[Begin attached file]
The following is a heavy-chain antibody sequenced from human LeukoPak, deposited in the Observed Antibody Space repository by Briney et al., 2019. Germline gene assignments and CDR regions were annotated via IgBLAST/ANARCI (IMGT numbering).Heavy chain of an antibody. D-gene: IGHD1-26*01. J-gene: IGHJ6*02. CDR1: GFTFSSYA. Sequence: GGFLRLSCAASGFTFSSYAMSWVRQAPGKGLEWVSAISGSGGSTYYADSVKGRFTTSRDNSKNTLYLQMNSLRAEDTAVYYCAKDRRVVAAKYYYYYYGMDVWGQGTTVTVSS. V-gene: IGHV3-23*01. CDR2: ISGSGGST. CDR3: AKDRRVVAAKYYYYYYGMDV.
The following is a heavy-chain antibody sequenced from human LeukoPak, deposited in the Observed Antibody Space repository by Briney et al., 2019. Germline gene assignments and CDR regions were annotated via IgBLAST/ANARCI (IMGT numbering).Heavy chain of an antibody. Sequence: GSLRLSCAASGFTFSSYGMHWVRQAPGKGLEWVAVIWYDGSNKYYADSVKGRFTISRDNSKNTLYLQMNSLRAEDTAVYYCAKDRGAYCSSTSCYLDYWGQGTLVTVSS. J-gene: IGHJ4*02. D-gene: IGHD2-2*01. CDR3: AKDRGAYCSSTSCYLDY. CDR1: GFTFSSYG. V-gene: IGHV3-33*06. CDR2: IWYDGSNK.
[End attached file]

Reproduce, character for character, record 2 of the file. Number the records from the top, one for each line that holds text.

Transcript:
The following is a heavy-chain antibody sequenced from human LeukoPak, deposited in the Observed Antibody Space repository by Briney et al., 2019. Germline gene assignments and CDR regions were annotated via IgBLAST/ANARCI (IMGT numbering).Heavy chain of an antibody. Sequence: GSLRLSCAASGFTFSSYGMHWVRQAPGKGLEWVAVIWYDGSNKYYADSVKGRFTISRDNSKNTLYLQMNSLRAEDTAVYYCAKDRGAYCSSTSCYLDYWGQGTLVTVSS. J-gene: IGHJ4*02. D-gene: IGHD2-2*01. CDR3: AKDRGAYCSSTSCYLDY. CDR1: GFTFSSYG. V-gene: IGHV3-33*06. CDR2: IWYDGSNK.